By Zachary Guiliano
Among the oft-limited delights of a rural upbringing, surveying the night sky surely tops the list. The wonders of heaven were but a brief glance away on most nights, and stargazing was a regular activity. I was a science buff as a youngster, memorizing all sorts of arcana now sadly forgotten, and had a special affection for learning constellations and planets. The forgetting of such names in my adulthood seems a poignant tragedy — a loss of likeness to Love himself, the Lord who made the sun, moon, and stars, “the Pleiades and Orion” (Amos 5:8), and “calls them all by name” (Ps. 147:4). These created names, as lost memories, feel like tangible gaps in my mind, wounds of the soul.
This fearful forgetting is dwarfed only by the sorrow of being unable to see the stars each night. It is no wonder that I have forgotten our celestial acquaintances. My scholarly and ecclesial peregrinations have given much to me, but none took me to settle in areas of great natural beauty, absent the obscuring light of modern cities.
How we all can stand to lose the sight of the starry firmament, indeed, to wipe these luminaries out from our collective sight and memory, is something I hardly fathom. Past generations stood in abject wonder at the apparently eternal yet ever errant heavens; they wrote great myths to explain them, and were even moved to worship. The pregnant phrase of St. John the Divine, I saw a great portent in heaven, expressed no unusual sentiment.
Two things have recently brought home to me the human tendency to adore the heavens, and find meaning in their shadow of their greatness, awakening something of my lost love for the astronomical.
The “Great American Eclipse” of the past week revealed once more the widespread human fascination with stellar phenomena, especially in the path of “totality.” For a brief moment, many Americans stopped mad chattering about the lunatic capers of the White House’s earthbound occupants. We gathered together, we paused, we stared, marveling at the greatness of the created order, shivering as at midday the sun ceased to shine. We participated in the mystery of the Passion, even if we knew it not.
The great irony is that this is about the only celestial occurrence we can now celebrate. We have so driven away from our sight the enduring witnesses of the sky (cf. Ps. 89:37) — making the night as bright as the day, our earthy lights filling the heavens with the pollution of a bloody smear — that we miss the more quotidian twinklings of distant suns, the showering of meteors, the slow, steady migration of Orion, Draco, and Capricorn. We celebrate together only when we encounter an eclipse greater than that of our making. We may blot out the night sky, but we still tremble at the darkening of the sun.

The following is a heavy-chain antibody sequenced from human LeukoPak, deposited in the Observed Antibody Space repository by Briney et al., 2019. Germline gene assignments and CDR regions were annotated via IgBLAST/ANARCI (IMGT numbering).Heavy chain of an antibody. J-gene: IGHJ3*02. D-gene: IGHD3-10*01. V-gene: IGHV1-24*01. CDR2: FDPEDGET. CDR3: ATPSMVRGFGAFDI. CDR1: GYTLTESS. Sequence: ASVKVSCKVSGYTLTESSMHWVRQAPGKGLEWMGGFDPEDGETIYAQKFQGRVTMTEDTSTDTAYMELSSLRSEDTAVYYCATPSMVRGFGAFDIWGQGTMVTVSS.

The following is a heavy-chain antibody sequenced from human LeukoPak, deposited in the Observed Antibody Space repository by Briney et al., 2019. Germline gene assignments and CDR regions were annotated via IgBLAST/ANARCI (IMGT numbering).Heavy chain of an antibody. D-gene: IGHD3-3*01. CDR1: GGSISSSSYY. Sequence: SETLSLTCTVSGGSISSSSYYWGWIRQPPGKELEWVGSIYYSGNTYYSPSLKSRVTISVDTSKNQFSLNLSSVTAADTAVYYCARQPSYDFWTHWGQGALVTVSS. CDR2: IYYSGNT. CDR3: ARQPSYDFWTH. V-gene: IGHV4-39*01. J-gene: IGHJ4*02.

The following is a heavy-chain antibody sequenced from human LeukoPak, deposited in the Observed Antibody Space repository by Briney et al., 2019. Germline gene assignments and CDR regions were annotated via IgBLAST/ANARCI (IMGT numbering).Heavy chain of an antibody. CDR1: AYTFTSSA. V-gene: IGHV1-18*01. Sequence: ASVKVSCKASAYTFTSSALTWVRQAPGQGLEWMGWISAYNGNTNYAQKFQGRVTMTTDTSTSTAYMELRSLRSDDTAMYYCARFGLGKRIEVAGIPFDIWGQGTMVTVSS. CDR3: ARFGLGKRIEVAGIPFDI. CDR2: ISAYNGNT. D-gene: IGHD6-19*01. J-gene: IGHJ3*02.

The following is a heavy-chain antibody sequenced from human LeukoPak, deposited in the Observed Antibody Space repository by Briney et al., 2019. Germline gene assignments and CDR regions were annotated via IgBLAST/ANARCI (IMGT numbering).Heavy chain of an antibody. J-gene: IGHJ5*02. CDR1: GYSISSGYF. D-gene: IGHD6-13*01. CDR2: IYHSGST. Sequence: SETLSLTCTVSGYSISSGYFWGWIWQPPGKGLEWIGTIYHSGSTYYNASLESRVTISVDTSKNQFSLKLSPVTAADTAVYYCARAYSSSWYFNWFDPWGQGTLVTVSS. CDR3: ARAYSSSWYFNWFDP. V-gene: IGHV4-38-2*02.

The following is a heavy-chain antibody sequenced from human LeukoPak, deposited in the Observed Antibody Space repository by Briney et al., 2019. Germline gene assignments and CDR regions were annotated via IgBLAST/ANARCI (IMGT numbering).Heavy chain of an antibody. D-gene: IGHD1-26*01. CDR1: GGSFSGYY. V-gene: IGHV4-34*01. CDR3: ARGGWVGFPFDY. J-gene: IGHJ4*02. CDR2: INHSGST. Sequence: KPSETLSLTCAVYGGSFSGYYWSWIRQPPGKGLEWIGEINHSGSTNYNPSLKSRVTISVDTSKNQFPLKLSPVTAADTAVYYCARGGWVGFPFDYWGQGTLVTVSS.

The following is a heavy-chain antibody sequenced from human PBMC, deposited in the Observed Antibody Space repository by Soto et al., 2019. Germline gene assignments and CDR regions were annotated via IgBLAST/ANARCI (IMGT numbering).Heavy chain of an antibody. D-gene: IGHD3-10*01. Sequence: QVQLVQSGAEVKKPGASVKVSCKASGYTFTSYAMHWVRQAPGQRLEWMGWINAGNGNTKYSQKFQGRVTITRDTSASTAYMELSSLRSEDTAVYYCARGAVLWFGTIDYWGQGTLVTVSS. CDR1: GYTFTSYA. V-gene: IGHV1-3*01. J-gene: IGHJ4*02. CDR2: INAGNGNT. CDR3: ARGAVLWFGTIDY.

Picking up the recent collaborative album of Sufjan Stevens, Planetarium, forced greater reflections. At times, its anxious, synth-ridden sound marks it as an exceedingly modern work, with a gravity too hard to bear. I have woken in the middle of the night with the lyrics of “Jupiter” still ringing in my mind. No wonder. That gaseous, failed star is like Lucifer, “the loneliest planet.”
Yet the album’s orchestration can soar classically as well, and its overall shape hearkens back to older molds: yes, works like Gustav Holst’s Planets (especially in its brassier moments), but also to the great myths of yore. Our contemporary Muses, at least in this album, cede their lives to the coloring influence of the classical heavens, as they narrate personal pasts and forecast human futures under the guise of Jupiter and Saturn, Mars, Mercury, and other wanderers of our solar system.
Oh forgive me, oh gods,
Or forgive me in fortune,
Forgive me in feeling it out for myself,
As I ought to have feelings for something
As great as thou art. (“Neptune”)
This latter feature is what makes Planetarium such a strange undertaking for any artist of our time. Who sings about the glory of Neptune in these latter days? It is perhaps this fact that makes the album unthinkably tragic. We live, not only in an age of diminished faith, but of dead, eclipsed gods.
In church, we remembered St. Bartholomew this past Thursday, one of many early martyrs who, from Mediterranean to Indic coasts, gave their lives in the vicious war against ancient deities. We battle no such demons these days, or so it seems.
If we’re lucky, some Millennials we encounter structure their lives around abstract concepts of justice or kindness. This is something for which I express gratitude. But, more often, my generation’s excuse for not going to church, not unlike its excuse for many things (like effectual political engagement beyond social media mudslinging), seems to boil down to a desire to eat brunch unhindered on Sunday mornings, and not be bothered by the difficulties of real community. How banal. Surely there was some demigod of tedium among the many lares of classical Rome. If so, s/he now reigns supreme.
I’d like to imagine this week’s eclipse, and Planetarium, suggest possibilities for hope. I am, after all, as Lesslie Newbigin once said, neither a pessimist nor an optimist, but a Christian.
Wonder at the fallible, corrupted heavens may be an early rung on Jacob’s ladder, the Son of Man, on whom the angels of God ascend and descend (Gen. 28:10-17; John 1:51). May celestial bodies once more fulfill their created function of ruling the divisions of day and night, marking out times and seasons, and pointing in their good majesty to their Maker (Gen. 1:14-19). The life-giving Spirit can make it so.
The heavens are telling the glory of God.